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P.E.I. native named University of Calgary president


Elizabeth Cannon

Charlottetown native Elizabeth Cannon is set to become the first female president of the University of Calgary.
Cannon, 47, will become the university's eighth president and vice-chancellor on July 1.
"To take on the leadership role as president is exciting,'' she told The Guardian Monday. "It's exciting times for the university.''
Jack Perraton, chair of the university's board of governors, said in a statement that the university is embarking upon a new era of momentum with a bold new leader.
"Elizabeth Cannon is both visionary and practical," he said. "Her international reputation and her local knowledge and expertise will serve this institution well as we continue to build one of the best universities in Canada and in the world."
The daughter of Mickey and Fred Cannon of Charlottetown has given her parents plenty of cause to smile.
"I'm very proud of her ... my, she's done well,'' said Mickey.
"She just had that look on her from the time she was born - a bright light ... she was always curious.''
After earning her undergraduate degree in applied science from Acadia University and undergraduate engineering, master's and doctoral degrees at the University of Calgary, Cannon went on to become a professor in the engineering faculty.
Cannon became the first female dean of engineering at the university in 2006.
She has voiced concern in the past over the decline in the number of women in engineering schools. Her daughter, for one, is bucking that downward trend.
Sara Cannon, 21, is currently studying engineering at Cornell University. RenÉ, 18, an economics student at Queen's University is the second child of Elizabeth Cannon and her husband GÉrard Lachapelle, a geomatics engineering professor.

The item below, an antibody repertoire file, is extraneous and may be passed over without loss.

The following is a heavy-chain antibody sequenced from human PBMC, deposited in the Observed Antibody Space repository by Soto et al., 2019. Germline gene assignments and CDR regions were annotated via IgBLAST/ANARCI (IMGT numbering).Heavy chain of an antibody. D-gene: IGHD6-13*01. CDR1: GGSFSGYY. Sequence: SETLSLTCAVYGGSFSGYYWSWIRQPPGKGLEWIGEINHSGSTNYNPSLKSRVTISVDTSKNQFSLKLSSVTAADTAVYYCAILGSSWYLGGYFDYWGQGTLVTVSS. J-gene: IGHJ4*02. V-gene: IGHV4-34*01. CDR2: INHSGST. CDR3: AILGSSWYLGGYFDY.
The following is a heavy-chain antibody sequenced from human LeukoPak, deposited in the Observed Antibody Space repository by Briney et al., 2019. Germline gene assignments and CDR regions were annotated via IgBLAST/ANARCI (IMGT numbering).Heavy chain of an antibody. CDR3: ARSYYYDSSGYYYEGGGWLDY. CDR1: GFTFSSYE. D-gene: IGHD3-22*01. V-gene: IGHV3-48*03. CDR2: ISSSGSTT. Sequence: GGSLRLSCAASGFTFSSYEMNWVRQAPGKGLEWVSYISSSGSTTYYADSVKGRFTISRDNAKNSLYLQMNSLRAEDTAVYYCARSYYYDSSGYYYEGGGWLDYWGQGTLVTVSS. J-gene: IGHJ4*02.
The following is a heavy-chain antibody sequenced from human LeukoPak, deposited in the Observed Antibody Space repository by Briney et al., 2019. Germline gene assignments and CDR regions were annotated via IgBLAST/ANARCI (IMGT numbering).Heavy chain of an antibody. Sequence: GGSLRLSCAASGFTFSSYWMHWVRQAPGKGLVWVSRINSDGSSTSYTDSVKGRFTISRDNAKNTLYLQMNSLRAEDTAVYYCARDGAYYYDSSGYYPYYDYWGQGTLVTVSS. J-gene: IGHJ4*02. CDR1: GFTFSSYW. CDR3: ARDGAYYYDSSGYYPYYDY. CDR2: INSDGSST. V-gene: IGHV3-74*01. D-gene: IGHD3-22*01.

Still, as president, she hopes to break down stereotypes that face
both male and female students which may result in some not following their dreams.
"Certainly we are very open to have young men and women think about all careers,'' she said.
Cannon,who has served on several dozen public, private and community boards, says she wants students to not only be excited by what they do in the classroom, but also to strive to take on strong roles in their community.
Perraton says Cannon is known in the research community as a leader whose innovative work focuses on geomatics engineering and the commercial application of geomatics technology. She has been involved as an expert at the frontiers of global positioning systems since 1984 and her work has resulted in advancements in satellite-based navigation systems worldwide.
Cannon says returning to her home province to take the top administrative post at UPEI is "certainly not something that has crossed my mind.'' A search committee has been established to recommend a successor for current president Wade MacLauchlan, who will retire from UPEI on June 30, 2011, after leading the university for 12 years.
Cannon has received a five-year appointment as president of the University of Calgary but agrees 10 years is typically a good run to make a strong mark in the direction - and accomplishments - of a university.
She says she looks forward to working with the "incredibly talented students, staff and faculty'' to realize the university's full potential.

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